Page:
Now Is Not the Time for a Browns Win

Crab Bag Now Is Not the Time for a Browns Win

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Thanks to the San Diego Chargers laying an egg in Kansas City last night, the AFC Playoff picture looks a little bit better for Baltimore.

More details here.

Even though 9-7 looks like it could very well get them in, 10-6 would be a lot more comfortable. To get there, they’ll need to win their final three games, beginning today against the 0-13 Cleveland Browns.

I was at the game in December of 2007 when the Ravens lost to the 0-13 Dolphins. I’d really rather not repeat that. I’ve heard some fans say they are hoping for a loss today, as it would likely lead to John Harbaugh receiving the same fate that Brian Billick did, after losing to a winless team sealed it.

I don’t buy that. Give me a win today.

Let’s take a look at the stats, quotes, notes, and plenty more to get ready for Ravens-Browns, c/o Casa Mia’s White Marsh.




QB Joe Flacco on bouncing back after a tough Week 14 defeat:

“I think we have a pretty short memory around here. I think we’ll be good at [bouncing back]. We better. We better get over it quickly. We have everything we want in front of us. We’ve got to go get it.”’s John Eisenberg on the Ravens’ Week 14 offensive performance against the Steelers:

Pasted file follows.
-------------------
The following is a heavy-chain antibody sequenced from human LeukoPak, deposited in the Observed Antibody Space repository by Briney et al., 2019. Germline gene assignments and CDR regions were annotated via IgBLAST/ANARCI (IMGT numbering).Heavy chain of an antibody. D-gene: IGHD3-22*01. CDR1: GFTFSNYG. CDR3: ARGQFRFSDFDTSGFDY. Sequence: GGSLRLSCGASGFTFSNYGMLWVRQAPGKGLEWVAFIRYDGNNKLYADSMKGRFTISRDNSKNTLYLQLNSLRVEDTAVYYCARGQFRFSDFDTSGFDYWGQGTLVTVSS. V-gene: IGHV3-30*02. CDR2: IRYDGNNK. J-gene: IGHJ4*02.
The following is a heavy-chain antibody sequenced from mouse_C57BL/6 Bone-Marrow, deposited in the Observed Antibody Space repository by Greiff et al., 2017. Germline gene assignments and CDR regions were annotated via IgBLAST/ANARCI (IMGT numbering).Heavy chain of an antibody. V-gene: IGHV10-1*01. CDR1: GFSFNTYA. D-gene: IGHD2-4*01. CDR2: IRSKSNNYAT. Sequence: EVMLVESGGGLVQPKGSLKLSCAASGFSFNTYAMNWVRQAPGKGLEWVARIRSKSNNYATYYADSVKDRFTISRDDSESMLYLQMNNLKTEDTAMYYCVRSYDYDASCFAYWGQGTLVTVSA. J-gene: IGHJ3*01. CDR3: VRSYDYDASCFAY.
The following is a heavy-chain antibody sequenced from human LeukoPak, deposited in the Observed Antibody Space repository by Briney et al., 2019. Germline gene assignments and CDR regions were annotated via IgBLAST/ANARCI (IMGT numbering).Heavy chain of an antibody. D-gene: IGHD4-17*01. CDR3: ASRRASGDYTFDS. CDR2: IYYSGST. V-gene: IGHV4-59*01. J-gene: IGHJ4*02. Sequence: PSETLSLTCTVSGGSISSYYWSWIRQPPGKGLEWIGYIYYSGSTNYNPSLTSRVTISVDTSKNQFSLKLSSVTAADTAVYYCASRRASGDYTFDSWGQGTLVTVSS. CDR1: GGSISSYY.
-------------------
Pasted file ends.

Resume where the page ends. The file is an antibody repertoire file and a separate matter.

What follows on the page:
“It was brilliant, nothing short of that. [Alex] Collins performed like an All-Pro, shedding tacklers and finding daylight as he showed a national TV audience what a find he’s been. The line dominated for a second straight week, opening holes and giving [Joe] Flacco time to throw. An unusual array of guys made plays, including Chris Moore, Javorius Allen, Mike Wallace and Patrick Ricard. It’s been a tough slog for the offense this season, but the unit has finally come together, it seems, with impressive results.”

LB C.J. Mosley on the Ravens learning from their tough, thrilling loss at Pittsburgh last week:

“We didn’t get the result that we wanted. Being in that environment, Sunday night, playing in a rivalry, for a lot of the guys, that’s probably the closest they’ve felt to a playoff game. If anything, it should be a morale boost, I would say. We just have to make those minor adjustments so we can finish close games like that.”

S Eric Weddle on the 39-38 loss at Pittsburgh:

“This is going to sting for a while, especially for the guys on defense, because we care so much, and we hold ourselves to a high standard. Look, we have three games, two of them at home. If we win, we’re going to go to the playoffs with a three-game winning streak and winning six out of seven. Hopefully this will build our character and make us better in the long run.”

John Harbaugh on RB Alex Collins: